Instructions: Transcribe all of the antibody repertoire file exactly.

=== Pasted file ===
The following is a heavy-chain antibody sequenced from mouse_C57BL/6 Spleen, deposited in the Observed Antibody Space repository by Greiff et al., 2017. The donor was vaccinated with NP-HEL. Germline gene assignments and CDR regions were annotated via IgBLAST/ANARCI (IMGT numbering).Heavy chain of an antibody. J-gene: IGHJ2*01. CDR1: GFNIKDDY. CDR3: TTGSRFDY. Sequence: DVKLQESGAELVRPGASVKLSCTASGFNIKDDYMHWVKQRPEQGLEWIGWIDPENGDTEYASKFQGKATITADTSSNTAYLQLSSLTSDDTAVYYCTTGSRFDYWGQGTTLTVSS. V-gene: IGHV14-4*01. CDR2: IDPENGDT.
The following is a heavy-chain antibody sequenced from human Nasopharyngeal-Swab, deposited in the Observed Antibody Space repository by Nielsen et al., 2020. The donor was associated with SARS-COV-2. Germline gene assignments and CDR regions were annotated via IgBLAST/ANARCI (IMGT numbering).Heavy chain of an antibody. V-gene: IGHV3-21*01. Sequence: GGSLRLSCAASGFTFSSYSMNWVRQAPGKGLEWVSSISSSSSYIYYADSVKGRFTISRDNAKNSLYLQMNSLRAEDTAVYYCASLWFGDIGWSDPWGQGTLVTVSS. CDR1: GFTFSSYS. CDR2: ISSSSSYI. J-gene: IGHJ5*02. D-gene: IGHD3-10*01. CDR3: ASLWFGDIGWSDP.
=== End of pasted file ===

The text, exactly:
The following is a heavy-chain antibody sequenced from mouse_C57BL/6 Spleen, deposited in the Observed Antibody Space repository by Greiff et al., 2017. The donor was vaccinated with NP-HEL. Germline gene assignments and CDR regions were annotated via IgBLAST/ANARCI (IMGT numbering).Heavy chain of an antibody. J-gene: IGHJ2*01. CDR1: GFNIKDDY. CDR3: TTGSRFDY. Sequence: DVKLQESGAELVRPGASVKLSCTASGFNIKDDYMHWVKQRPEQGLEWIGWIDPENGDTEYASKFQGKATITADTSSNTAYLQLSSLTSDDTAVYYCTTGSRFDYWGQGTTLTVSS. V-gene: IGHV14-4*01. CDR2: IDPENGDT.
The following is a heavy-chain antibody sequenced from human Nasopharyngeal-Swab, deposited in the Observed Antibody Space repository by Nielsen et al., 2020. The donor was associated with SARS-COV-2. Germline gene assignments and CDR regions were annotated via IgBLAST/ANARCI (IMGT numbering).Heavy chain of an antibody. V-gene: IGHV3-21*01. Sequence: GGSLRLSCAASGFTFSSYSMNWVRQAPGKGLEWVSSISSSSSYIYYADSVKGRFTISRDNAKNSLYLQMNSLRAEDTAVYYCASLWFGDIGWSDPWGQGTLVTVSS. CDR1: GFTFSSYS. CDR2: ISSSSSYI. J-gene: IGHJ5*02. D-gene: IGHD3-10*01. CDR3: ASLWFGDIGWSDP.